After Swindling $9 million In Covid-19 Relief Loans, A Man Faces Up To 40 years In Prison

According to court documents, the 41-year-old told police he fraudulently collected coins from seven Payroll Protection Program (PPP) loans.

Whew! What a price to pay for cashing in on a speedy comeback. A California man is facing substantial prison time for allegedly defrauding COVID-19 assistance programs out of over $9 million. Andrew Marnell of Los Angeles recently pleaded guilty to two federal crimes related to the fraud, according to the Department of Justice. Attorney General Merrick Garland noted in a memo on the COVID-19 Fraud Enforcement Task Force in May 2021, “The Department of Justice will use every available federal tool—including criminal, civil, and administrative actions—to combat and deter COVID-19 related fraud.” Andrew’s PPP-funded fortune has run its course, unlike the viral memes.

According to court documents, the 41-year-old told police he fraudulently collected coins from seven Payroll Protection Program (PPP) loans. To qualify, Andrew submitted applications featuring “false and misleading statements” about the business operations and payroll expenses of several companies.Andrew flew under the radar of suspicion by using aliases and fake and altered documents. The paperwork trial includes “bogus federal tax filings and employee payroll records.”After he secured the loans, he reportedly transferred millions to his brokerage account “to make risky stock market bets.”

Andrew allegedly squandered tens of thousands of dollars at “gambling venues.” According to Newsweek, the PPP will be established by the Small Business Administration in March 2020 as part of the Coronavirus Aid, Relief, and Economic Security Act (CARES). Their mission was to help businesses with less than 500 employees, organizations, and sole proprietors with financial challenges exacerbated by the pandemic. The CARES Act also provided funding through the Economic Injury Disaster Loan Program, in addition to the PPP loans (EIDL). Andrew didn’t miss out on the chance to cash out again.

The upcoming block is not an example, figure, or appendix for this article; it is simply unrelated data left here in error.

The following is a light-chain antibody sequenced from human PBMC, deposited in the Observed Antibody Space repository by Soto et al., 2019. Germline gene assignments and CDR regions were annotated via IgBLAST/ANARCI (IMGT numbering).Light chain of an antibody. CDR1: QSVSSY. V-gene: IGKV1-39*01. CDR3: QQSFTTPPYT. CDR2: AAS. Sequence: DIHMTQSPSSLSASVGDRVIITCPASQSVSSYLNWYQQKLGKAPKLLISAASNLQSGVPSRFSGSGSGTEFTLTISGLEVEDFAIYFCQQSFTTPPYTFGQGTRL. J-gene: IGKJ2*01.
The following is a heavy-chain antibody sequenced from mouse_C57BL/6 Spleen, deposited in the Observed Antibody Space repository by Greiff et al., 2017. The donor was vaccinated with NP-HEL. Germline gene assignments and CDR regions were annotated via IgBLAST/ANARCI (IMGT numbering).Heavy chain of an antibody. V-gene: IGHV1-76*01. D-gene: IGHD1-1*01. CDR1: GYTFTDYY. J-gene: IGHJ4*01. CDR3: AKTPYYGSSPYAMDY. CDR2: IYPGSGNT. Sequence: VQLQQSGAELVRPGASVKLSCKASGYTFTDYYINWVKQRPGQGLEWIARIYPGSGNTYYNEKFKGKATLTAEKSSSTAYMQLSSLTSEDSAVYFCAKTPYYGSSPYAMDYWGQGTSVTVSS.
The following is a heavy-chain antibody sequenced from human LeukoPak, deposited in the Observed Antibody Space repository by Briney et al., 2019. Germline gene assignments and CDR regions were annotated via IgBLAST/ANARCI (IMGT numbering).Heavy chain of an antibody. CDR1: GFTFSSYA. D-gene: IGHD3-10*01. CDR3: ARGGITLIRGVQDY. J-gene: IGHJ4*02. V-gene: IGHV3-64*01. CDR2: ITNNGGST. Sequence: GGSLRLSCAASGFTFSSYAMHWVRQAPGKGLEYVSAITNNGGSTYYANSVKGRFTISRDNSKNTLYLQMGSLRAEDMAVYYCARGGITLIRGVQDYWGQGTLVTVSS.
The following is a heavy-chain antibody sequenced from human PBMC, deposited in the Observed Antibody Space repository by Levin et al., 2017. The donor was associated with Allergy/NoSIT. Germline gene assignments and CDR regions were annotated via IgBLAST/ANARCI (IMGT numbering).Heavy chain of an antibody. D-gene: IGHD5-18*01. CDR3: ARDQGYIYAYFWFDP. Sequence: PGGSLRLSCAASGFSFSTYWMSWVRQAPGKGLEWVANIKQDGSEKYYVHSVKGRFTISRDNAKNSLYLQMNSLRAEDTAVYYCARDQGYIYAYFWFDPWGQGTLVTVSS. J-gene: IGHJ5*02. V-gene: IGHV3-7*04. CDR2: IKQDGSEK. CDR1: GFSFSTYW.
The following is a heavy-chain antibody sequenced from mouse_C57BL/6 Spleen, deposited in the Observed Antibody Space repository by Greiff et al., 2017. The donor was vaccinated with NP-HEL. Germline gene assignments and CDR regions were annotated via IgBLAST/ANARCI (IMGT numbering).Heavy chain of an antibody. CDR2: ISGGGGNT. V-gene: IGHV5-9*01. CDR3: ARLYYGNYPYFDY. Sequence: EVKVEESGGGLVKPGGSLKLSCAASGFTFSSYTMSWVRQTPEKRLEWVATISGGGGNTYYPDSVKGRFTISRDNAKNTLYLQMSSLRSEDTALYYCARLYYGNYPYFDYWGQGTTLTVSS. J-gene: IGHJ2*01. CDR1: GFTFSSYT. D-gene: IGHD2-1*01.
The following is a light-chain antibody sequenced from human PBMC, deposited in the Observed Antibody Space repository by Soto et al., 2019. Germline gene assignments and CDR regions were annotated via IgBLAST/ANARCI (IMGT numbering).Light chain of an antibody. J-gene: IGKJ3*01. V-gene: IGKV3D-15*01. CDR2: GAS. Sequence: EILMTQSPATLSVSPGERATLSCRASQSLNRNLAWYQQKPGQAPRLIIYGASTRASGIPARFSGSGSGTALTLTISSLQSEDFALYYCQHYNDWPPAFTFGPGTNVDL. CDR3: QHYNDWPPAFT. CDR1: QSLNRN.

He also reportedly obtained $170,000 in EIDL loans.Still, Andrew’s scheme led to a plea agreement. He declared himself guilty to one count of bank fraud and one count of “engaging in a monetary transaction involving criminal proceeds.” The first charge is a heavy hitter, meaning it comes with “a 30-year statutory maximum penalty.” Meanwhile, the second charge “carries a 10-year statutory maximum penalty.” Andrew’s sentencing is scheduled for February 14, 2022.Per his plea deal, Andrew has agreed to forfeit all the goodies he collected using PPP money.

This list includes “$1.54 million seized from several brokerage accounts, $319,298 in cash recovered from his residence, numerous electronic devices, a Rolex Oyster watch, a Range Rover and a Ducati motorcycle.”“We look forward to working with our federal government colleagues to bring to justice those who seek to profit unlawfully from the pandemic,” Attorney General Garland wrote.

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